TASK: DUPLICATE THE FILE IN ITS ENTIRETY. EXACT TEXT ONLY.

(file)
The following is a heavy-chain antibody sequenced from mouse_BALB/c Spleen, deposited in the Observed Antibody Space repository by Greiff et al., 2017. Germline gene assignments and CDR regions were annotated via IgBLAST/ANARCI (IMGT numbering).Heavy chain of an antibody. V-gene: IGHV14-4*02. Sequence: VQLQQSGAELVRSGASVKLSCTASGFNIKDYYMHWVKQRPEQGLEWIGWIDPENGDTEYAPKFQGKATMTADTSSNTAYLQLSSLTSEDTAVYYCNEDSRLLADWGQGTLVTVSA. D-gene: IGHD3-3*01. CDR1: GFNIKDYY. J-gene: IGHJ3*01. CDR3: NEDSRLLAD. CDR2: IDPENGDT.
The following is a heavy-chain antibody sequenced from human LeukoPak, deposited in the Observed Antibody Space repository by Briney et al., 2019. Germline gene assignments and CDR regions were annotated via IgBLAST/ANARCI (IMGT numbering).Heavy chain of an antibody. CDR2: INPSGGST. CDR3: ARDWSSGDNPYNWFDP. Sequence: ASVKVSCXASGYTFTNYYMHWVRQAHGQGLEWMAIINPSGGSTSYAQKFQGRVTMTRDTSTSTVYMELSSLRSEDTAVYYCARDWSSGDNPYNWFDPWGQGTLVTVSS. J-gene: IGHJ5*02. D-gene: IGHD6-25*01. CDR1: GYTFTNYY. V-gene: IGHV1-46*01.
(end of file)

The following is a heavy-chain antibody sequenced from mouse_BALB/c Spleen, deposited in the Observed Antibody Space repository by Greiff et al., 2017. Germline gene assignments and CDR regions were annotated via IgBLAST/ANARCI (IMGT numbering).Heavy chain of an antibody. V-gene: IGHV14-4*02. Sequence: VQLQQSGAELVRSGASVKLSCTASGFNIKDYYMHWVKQRPEQGLEWIGWIDPENGDTEYAPKFQGKATMTADTSSNTAYLQLSSLTSEDTAVYYCNEDSRLLADWGQGTLVTVSA. D-gene: IGHD3-3*01. CDR1: GFNIKDYY. J-gene: IGHJ3*01. CDR3: NEDSRLLAD. CDR2: IDPENGDT.
The following is a heavy-chain antibody sequenced from human LeukoPak, deposited in the Observed Antibody Space repository by Briney et al., 2019. Germline gene assignments and CDR regions were annotated via IgBLAST/ANARCI (IMGT numbering).Heavy chain of an antibody. CDR2: INPSGGST. CDR3: ARDWSSGDNPYNWFDP. Sequence: ASVKVSCXASGYTFTNYYMHWVRQAHGQGLEWMAIINPSGGSTSYAQKFQGRVTMTRDTSTSTVYMELSSLRSEDTAVYYCARDWSSGDNPYNWFDPWGQGTLVTVSS. J-gene: IGHJ5*02. D-gene: IGHD6-25*01. CDR1: GYTFTNYY. V-gene: IGHV1-46*01.